When I first considered taking ClojureScript for a spin, there were several things that gave me pause: “What’s the debugging experience like?” “How often am I going to find a problem in my app, only to discover that it’s actually a bug in ClojureScript?” And so on.

I was new to ClojureScript (and fairly new to Clojure at the time as well), so I didn’t take these things lightly. Once I got started, I was pleasantly surprised with the results. The actual experience wasn’t just better than I expected; the actual experience was pretty darn good.

If you’re on the fence about giving ClojureScript a shot, I hereby present: 4 things that might worry you, but shouldn’t.


My worry

ClojureScript compiles [1] to JavaScript. Any error that occurs will be reported to me as JavaScript; probably as horribly obfuscated JavaScript. How am I going to trace that error back to the root cause in my ClojureScript code? Will I even have a fighting chance? [2]

My experience

Finding the ClojureScript code that produced a JavaScript error is straightforward and reasonably fast. Despite coming to ClojureScript with little Clojure experience, it has never taken me more than 60 seconds to go from A) seeing a JavaScript stack trace in the browser to B) identifying the exact culprit inside my ClojureScript code. And on average, it’s much faster than that.

When an error occurs, the console shows you the error and the file where the error occurred. When you click on the filename in the console, it takes you directly to the JavaScript line that generated the error. (Sounds familiar, right? Browsers have worked this way for an Internet eternity or two.)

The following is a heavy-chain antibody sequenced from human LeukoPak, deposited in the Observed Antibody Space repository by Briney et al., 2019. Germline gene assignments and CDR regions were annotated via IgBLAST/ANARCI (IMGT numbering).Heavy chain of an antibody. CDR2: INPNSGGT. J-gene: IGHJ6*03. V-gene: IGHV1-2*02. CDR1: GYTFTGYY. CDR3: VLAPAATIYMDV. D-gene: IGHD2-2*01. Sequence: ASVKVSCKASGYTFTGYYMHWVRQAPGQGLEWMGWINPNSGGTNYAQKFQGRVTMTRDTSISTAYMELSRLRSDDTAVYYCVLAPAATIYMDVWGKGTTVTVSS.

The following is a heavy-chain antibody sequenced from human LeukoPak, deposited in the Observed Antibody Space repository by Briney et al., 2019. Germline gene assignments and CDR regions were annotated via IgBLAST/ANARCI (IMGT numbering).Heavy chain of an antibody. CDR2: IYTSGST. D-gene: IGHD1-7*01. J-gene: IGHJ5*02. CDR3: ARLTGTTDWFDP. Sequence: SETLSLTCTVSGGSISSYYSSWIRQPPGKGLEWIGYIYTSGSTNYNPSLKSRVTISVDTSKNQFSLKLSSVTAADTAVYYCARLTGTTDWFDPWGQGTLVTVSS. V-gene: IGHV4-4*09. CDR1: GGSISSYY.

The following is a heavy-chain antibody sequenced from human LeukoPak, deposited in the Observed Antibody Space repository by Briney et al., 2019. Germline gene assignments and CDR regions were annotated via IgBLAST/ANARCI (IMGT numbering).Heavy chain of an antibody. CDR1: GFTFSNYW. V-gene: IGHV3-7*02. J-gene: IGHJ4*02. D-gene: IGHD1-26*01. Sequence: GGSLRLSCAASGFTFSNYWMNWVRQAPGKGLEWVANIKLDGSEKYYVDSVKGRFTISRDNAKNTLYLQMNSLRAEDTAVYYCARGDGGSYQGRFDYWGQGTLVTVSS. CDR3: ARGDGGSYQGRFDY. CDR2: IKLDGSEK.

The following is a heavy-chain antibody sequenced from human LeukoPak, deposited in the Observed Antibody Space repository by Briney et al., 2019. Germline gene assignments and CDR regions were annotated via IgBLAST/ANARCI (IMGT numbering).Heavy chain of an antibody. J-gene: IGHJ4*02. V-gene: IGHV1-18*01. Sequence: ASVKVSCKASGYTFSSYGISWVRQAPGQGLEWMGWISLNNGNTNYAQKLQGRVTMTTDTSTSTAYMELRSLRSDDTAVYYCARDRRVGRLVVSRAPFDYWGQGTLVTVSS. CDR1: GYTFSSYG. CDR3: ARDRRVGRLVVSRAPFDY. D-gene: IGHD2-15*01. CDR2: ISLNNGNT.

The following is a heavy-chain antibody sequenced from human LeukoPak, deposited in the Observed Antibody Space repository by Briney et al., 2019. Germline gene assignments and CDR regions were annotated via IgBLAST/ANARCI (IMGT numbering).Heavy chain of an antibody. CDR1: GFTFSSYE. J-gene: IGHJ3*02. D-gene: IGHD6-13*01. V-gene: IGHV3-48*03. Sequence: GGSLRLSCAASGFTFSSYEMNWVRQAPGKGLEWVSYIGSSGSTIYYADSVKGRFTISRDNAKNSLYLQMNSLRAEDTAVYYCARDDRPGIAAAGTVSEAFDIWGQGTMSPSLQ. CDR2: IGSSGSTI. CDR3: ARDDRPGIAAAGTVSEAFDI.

For me, the surprise came when I viewed the compiled JavaScript. It provides all the clues you need to quickly identify the source of the problem. For starters, the first line of the file tells you the exact ClojureScript namespace that produced the error. Armed with that context, you’re ready to look at the line of JavaScript that gave you the error. And as it turns out, that JavaScript looks similar enough to your ClojureScript code that you can perform the mental mapping between the two without much effort. [3]

The following screenshots illustrate this workflow.

Step 1 - Observe error Step 2 - Trace it back to your ClojureScript code

API stability

My worry

ClojureScript is barely a year old. [4] I’ll bet the dev team is still rapidly evolving the API. I don’t want to have to fix my app every time I upgrade to each and every point release of ClojureScript.

My experience

ClojureScript benefits from the stability of Clojure’s API. I’ve upgraded the same app to new releases of ClojureScript several times. Only once did an upgrade require changes to my application code, and even then, those changes were minor syntax tweaks.


My worry

Did I mention how young ClojureScript is? I’m okay with “leading edge,” but am I prepared for the bleeding that goes with “bleeding edge?” Do I really want to be the guinea pig for some bug-ridden alpha software?

My experience